Characteristics and outcomes among lung transplant patients with respiratory syncytial virus infection

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Abstract

Background: To describe characteristics and outcomes among lung transplantation (LT) patients with respiratory syncytial virus (RSV) infection and elucidate the predictors of 1-year survival after RSV infection. Methods: This was a retrospective chart review study among LT patients with RSV infection between 2013 and 2018 (90 episodes among 87 patients; mean age 56.3 ± 13.1 years, M:F 52:35). A contemporaneous control group consisting of LT patients without RSV infection (n = 183) was included. One-year survival after the RSV infection was the primary endpoint. Results: Median time from LT to RSV infection was 30 (1-155) months. Before RSV infection, the median decline in forced vital capacity (FVC) was 9.7 cc (−17.8 to 83 cc) or 0.29% (−1.4% to 4.6%) per month, while the forced expiratory volume (FEV1) decline was 7.5 cc (−8.8 to 58 cc) or 0.3% (−0.57% to 4.3%) per month with no statistically significant change after RSV infection. One-year survival among patients with RSV infection was 86.2% (75/87). Pre-infection diagnosis of chronic lung allograft dysfunction (CLAD; adjusted HR: 4.29, 1.08-17.0; P =.038) and FVC or FEV1 decline >10% during 6 months post infection (adjusted HR: 35.1, 3.26-377.1; P =.003) were independently associated with worse survival. On propensity score matched analysis, RSV infection was not associated with worse post-transplant survival (HR with 95% CI: 0.79, 0.47-1.34; P =.38). Conclusions: A majority of LT patients in the current cohort did not experience an alteration in the trajectory of FVC or FEV1 decline after developing RSV infection, and their post-transplant survival was not adversely impacted. Established CLAD at the time of RSV infection and post infection >10% decline in FVC or FEV1 are independently associated with worse survival after RSV infection.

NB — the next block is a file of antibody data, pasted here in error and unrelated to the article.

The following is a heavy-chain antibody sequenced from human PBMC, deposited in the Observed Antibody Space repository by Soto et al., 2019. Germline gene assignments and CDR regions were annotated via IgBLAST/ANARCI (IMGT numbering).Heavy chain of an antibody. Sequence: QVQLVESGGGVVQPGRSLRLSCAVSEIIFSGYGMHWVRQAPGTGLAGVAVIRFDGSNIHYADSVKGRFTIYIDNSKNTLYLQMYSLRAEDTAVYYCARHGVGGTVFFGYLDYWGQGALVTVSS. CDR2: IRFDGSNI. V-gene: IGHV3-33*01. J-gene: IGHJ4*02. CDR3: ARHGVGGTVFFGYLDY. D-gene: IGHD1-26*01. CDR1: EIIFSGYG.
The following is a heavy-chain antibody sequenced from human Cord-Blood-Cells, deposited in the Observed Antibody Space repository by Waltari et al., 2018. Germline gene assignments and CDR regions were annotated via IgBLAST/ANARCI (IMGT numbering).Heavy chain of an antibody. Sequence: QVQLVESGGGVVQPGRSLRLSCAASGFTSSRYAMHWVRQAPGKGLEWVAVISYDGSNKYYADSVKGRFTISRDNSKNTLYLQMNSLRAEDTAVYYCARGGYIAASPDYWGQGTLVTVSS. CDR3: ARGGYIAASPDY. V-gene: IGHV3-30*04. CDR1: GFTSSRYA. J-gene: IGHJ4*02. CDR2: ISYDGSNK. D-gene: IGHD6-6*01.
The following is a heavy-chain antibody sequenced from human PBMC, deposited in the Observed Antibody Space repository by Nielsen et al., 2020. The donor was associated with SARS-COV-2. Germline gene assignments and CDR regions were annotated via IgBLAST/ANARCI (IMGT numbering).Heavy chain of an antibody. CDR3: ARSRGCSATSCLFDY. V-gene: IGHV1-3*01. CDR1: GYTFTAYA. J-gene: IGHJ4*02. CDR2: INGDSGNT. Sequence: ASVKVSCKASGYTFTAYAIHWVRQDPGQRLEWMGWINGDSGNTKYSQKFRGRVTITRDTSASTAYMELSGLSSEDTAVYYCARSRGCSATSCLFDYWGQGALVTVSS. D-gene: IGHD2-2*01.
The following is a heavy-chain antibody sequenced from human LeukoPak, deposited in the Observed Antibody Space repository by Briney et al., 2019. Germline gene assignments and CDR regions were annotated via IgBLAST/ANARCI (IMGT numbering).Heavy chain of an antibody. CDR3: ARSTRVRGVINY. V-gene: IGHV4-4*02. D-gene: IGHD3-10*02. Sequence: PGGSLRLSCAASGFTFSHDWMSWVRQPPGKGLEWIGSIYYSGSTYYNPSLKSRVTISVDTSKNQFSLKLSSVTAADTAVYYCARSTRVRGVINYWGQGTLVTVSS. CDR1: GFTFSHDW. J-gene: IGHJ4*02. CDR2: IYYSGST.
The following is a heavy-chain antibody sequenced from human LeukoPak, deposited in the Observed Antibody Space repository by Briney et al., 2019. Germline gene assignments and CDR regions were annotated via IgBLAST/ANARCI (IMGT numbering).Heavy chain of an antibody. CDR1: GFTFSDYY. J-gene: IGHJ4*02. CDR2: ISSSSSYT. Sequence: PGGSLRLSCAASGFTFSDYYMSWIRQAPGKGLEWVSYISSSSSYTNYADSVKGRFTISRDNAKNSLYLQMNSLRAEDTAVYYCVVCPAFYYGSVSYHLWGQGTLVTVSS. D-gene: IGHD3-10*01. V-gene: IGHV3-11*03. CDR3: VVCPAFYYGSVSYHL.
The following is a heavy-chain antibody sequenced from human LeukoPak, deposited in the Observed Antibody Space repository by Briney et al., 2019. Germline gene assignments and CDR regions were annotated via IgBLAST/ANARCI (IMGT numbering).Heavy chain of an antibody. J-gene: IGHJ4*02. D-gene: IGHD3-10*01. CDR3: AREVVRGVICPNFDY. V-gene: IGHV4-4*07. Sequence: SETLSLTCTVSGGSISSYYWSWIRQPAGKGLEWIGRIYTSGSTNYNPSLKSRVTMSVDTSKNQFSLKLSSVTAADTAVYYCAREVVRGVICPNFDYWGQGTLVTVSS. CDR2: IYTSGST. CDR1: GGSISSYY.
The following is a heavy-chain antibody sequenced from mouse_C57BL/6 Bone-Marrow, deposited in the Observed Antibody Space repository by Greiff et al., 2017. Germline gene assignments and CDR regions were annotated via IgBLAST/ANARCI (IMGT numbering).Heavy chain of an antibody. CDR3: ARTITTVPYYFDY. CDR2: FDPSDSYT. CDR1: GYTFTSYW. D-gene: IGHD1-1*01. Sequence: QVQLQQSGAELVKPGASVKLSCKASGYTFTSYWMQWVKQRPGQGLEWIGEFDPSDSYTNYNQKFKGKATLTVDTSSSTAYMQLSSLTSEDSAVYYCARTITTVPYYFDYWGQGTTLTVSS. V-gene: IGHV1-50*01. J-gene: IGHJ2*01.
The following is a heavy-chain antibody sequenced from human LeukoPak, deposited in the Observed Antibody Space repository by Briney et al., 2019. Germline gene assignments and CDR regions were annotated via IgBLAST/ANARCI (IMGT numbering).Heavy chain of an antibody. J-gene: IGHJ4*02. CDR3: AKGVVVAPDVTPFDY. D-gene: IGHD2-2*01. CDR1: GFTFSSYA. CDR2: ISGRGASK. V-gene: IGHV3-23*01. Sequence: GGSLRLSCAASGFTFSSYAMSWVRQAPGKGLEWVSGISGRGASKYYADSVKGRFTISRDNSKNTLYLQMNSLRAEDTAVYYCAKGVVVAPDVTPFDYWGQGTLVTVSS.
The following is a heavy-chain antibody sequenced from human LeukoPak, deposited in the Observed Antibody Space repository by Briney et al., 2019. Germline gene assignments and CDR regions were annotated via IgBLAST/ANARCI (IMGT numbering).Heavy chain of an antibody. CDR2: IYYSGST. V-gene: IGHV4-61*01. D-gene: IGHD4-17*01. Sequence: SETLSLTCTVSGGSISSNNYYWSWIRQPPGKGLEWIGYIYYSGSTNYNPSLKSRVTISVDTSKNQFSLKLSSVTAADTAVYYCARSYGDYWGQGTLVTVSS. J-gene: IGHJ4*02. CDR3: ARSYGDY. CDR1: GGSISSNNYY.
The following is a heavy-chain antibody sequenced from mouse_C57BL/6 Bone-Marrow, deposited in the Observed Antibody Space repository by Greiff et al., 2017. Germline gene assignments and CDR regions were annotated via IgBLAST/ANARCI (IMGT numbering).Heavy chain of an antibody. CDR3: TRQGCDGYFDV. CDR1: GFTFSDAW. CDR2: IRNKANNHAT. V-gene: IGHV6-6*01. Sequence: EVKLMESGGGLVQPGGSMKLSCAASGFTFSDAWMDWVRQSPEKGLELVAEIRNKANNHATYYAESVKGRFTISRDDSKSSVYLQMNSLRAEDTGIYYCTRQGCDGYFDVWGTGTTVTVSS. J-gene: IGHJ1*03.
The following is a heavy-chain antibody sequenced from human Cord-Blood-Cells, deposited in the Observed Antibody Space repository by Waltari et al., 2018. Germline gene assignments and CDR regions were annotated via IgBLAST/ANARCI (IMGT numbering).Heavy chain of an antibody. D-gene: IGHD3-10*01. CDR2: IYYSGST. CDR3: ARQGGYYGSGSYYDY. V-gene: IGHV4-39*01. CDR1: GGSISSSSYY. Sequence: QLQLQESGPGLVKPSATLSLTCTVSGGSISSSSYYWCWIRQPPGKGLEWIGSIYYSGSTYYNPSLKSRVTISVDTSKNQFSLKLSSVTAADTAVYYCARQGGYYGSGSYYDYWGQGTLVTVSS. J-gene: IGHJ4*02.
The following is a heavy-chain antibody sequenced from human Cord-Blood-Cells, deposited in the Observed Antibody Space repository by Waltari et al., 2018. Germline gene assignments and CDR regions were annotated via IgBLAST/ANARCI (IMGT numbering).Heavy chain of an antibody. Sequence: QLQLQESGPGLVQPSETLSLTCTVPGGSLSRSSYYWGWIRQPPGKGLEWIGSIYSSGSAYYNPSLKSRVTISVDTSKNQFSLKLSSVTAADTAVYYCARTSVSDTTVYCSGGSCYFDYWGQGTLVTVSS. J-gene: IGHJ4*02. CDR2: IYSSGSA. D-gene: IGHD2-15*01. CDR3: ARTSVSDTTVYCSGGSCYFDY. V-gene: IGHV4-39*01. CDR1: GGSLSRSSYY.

Original languageEnglish (US)
JournalTransplant Infectious Disease
DOIs
StateAccepted/In press - 2021

Keywords

  • chronic lung allograft dysfunction
  • community-acquired respiratory virus infections
  • multiplex PCR
  • predictors

ASJC Scopus subject areas

  • Infectious Diseases
  • Transplantation

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